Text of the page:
This is a tall order when hate and violence, divisiveness and denigration, xenophobia and jingoism, intolerance and exclusiveness are on the rise and even institutionalised! Ruling political dispensations and their cronies, as we see in India, legitimise, foment and foster such heinous acts. In an open letter (3 Feb.22)  to the Chief Minister of Gujarat, in the context of the escalation of hate and violence in  Gujarat, a group of concerned citizens wrote, “We, a group of citizens from different parts of Gujarat, would draw your attention to the inflammatory hate messaging on the social media and public calls for violence against the Muslim community, following the unfortunate, condemnable murder of Kishan Bharwad in Dhandhuka by certain criminal elements…..Such hate messages and public calls for violence against a community are criminal and dangerous and have the potential of instigating further violence, and it is the duty of the state to track and apprehend such criminal elements to ensure that law and order prevails.” Until and unless this hate and violence is nipped in the bud by the political class and committedly eschewed by all, nothing may change. But there is hope!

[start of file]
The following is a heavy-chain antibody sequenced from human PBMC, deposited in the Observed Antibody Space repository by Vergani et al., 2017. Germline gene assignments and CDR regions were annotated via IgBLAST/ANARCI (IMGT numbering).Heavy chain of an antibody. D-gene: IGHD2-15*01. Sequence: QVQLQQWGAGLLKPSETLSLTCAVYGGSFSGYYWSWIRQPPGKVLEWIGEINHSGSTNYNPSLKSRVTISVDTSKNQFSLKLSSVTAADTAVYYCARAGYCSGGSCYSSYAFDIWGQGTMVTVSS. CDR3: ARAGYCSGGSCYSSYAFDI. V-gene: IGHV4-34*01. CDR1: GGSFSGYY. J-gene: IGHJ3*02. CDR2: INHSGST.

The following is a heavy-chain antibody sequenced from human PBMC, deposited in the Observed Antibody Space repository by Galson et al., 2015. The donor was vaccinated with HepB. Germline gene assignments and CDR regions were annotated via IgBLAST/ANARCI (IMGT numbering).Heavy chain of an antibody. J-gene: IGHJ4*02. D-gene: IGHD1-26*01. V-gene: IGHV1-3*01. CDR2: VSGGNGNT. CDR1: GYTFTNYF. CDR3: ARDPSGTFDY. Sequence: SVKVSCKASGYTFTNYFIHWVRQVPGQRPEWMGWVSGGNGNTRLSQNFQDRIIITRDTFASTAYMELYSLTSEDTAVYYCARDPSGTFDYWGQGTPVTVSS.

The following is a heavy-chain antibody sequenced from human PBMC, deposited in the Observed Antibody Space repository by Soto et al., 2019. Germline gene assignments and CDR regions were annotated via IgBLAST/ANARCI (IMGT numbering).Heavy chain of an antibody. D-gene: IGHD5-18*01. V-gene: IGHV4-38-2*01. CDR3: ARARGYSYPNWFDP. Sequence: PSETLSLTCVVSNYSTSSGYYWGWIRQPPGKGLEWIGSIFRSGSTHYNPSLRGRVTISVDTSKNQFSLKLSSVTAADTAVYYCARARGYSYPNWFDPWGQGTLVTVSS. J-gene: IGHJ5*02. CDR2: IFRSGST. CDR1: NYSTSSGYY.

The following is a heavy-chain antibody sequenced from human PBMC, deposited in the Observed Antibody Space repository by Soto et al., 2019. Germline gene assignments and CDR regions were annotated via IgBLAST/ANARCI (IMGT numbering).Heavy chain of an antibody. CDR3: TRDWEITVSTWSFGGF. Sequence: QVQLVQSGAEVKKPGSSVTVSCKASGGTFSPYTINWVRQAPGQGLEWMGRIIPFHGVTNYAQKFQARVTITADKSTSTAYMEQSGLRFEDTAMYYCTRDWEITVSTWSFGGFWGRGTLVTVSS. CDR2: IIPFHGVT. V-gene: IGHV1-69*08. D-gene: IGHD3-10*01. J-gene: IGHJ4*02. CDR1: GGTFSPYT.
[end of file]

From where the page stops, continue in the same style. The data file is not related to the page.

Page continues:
In a recent interview to Vatican News, Jesuit Cardinal Michael Czerny, the Prefect of the Dicastery for Promoting Integral Human Development in the Vatican, said I very much hope that the occasion of this Day of Human Fraternity, on 4 February, will be a day for opening our eyes and for giving thanks to God for making us brothers and sisters, and for asking Him to help us to live as the brothers and sisters we are since He is our common Father…. One of the things we will learn is that human fraternity is not the exclusive prerogative of some group, some minority, some élite, some race, some culture: it’s a common vocation, and God knows, we need to recognise that and we need to live that. It’s what Jesus came to teach us, gave his life for us. So, the Day for Human Fraternity is a day to give thanks and to ask God to bless all our brothers and sisters with hope and with courage for living our human vocation together”.

A couple of days ago, Pope Francis said that “Fraternity, means reaching out to others, respecting them, and listening to them with an open heart.” The Holy Father then expressed hope that we will take concrete steps, together with the believers of other religions and people of goodwill “to affirm that today is a time of fraternity, avoiding fuelling clashes, divisions, and closures…. Let us pray and commit ourselves every day, so that we may all live in peace as brothers and sisters.”

The ‘International Day of Human Fraternity’ is therefore a clarion call to all – to be resolute in defending and promoting justice and the rights of all so that in sustainable peace, we can truly live as sisters and brothers in dignity, equity and love in this our common home! A major challenge: do we have the courage to face it through our actions?

(Fr. Cedric Prakash SJ is a human rights, reconciliation and peace activist/writer. Contact: cedricprakash@gmail.com )